Modèle architectural imprimé en 3D Partie 2 : Impression 3D et post-traitement

Article by Dimos Siagoulis updated August 30, 2015


In the last blog post I described how I optimized a SOLIDWORKS architectural model for 3D Printing. Here I’ll explain the techniques and requirements for 3D Printing and Post Processing the 3D CAD model. I decided to print the majority of the model using mostly FDM, Fused Deposition Modeling – basically the printer will print one layer on top of the previous layer.

Why FDM Technology?

FDM technology lets you choose from a wide range of production-grade thermoplastics, each with specific qualities to meet your manufacturing needs. FDM printers create very strong models and the printed components are made from the same durable material as traditional injection molded plastics. So this was ideal for 3D Printing the base and walls of the model as they needed to be strong and rigid.


Walls of the Architectural Model. You can see the support material which look like cones and overhanging material.


On the left is the first floor and the right is the two halves of the second floor

One of the 3D Printers I used for this model was a Fortus 450mc FDM 3D Printer. The Fortus 450mc can build complex parts faster than it’s predecessors, and offers the same fast build time as other larger machines in the Stratasys Production Series Performance range.

However in order to print the windows I had to use a different technology which I will describe below.


Printing the base of the model on a Fortus 450mc by Stratasys

Completed Base

Completed Base

3D Printing in Multiple Colours with PolyJet

For the windows I used the PolyJet Technology*. PolyJet 3D printers in the Stratasys Design Series can print multiple colours at once. Knowing this I printed the window frames encased within the windows. Not only does this look effective but it also makes the windows much easier to work with when printed. Even though the colours I printed in were black (veroBlack+) and Transparent (veroClear), the printed windows had a translucent appearance.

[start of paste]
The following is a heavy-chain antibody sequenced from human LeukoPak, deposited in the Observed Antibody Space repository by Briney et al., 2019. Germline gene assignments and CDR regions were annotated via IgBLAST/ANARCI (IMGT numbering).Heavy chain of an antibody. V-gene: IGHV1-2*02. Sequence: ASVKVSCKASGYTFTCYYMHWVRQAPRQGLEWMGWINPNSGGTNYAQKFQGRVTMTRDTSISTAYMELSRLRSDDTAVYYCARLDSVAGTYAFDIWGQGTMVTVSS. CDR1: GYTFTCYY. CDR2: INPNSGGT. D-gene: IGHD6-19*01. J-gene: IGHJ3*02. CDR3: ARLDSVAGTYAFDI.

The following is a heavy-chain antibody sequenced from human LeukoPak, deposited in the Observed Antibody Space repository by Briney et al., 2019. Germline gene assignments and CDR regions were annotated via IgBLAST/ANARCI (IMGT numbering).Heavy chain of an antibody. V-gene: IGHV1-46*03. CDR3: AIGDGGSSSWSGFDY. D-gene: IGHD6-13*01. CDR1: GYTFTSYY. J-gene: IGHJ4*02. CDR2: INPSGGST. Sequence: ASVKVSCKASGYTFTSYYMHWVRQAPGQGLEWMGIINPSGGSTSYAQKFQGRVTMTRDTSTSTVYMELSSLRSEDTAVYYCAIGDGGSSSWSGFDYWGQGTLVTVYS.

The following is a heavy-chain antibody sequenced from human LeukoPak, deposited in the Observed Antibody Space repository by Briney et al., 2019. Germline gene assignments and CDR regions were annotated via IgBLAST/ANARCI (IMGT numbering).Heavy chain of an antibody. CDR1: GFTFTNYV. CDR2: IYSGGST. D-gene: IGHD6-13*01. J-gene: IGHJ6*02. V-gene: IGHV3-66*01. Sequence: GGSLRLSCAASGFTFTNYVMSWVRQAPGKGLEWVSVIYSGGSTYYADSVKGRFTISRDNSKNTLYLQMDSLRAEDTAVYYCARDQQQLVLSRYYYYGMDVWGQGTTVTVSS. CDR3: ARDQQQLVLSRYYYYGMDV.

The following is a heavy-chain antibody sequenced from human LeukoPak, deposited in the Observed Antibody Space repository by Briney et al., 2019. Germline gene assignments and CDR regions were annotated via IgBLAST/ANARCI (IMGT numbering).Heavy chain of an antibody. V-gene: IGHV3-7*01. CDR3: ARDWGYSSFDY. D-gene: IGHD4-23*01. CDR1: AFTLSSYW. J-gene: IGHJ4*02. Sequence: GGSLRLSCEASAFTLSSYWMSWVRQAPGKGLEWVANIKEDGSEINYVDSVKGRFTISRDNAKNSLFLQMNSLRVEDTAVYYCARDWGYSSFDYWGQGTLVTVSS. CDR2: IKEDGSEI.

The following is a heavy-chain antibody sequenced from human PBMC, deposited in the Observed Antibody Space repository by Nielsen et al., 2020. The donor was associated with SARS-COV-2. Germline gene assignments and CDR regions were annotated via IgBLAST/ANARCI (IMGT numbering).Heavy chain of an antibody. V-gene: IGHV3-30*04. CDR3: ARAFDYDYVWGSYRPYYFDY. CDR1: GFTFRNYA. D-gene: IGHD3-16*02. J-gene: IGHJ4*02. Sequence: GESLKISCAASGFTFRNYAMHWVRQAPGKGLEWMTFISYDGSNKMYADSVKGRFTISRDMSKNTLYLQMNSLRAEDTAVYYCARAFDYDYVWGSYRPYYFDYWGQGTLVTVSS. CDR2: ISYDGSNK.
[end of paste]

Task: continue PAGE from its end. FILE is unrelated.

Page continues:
Post Processing Required

In order to make the windows transparent I had to post process the components. Each window had to be sanded down using a power sander using 150 — 1000 grit sanding paper. Once they were sanded I spray painted them with a lacquer so they appeared permanently wet, improving the transparency appearance. In total this process took 3 — 4 hours between using the power sander and applications of spray paint.

3D Printing and Post Processing applied to windows

The windows printed sanded and lacquered.

Applying a Custom Colour

Next my co-worker David and I had a very specific colour we wanted to accent the model with, and unfortunately it was unavailable by printing. So we went to a local hobby shop and bought some plain tan colours and when mixed together achieved the “brand new copper” look. After about two hours and 4 layers of paint later the pieces turned out perfect! Now the entire model is ready to be assembled, make sure to check out the final assembly in my next blog post!


Brand new Copper coloured accents for the model


*Polyjet technology prints one layer of material then an ultraviolet light crosses over and cures it to 70%. The next layer is then printed on top followed by the UV light once more curing the top layer to 70% and the bottom layer to 85%. The printer will then place a third layer curing the top to 70%, middle to 85% and bottom to 100% ending the cycle. This will go on for the entirety of the print where at the end the printer will fully cure the model by doing a few UV light passes over top. This creates prints that are very smooth in comparison to other methods because it fuses the layers together rather than adding a layer on top of the previous.

Learn more about PolyJet Technology and you can review the range of PolyJet printers available from Stratasys

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Dimos Siagoulis

Étudiant en alternance de l'Université McMaster pour mon deuxième stage chez Javelin Technologies Inc.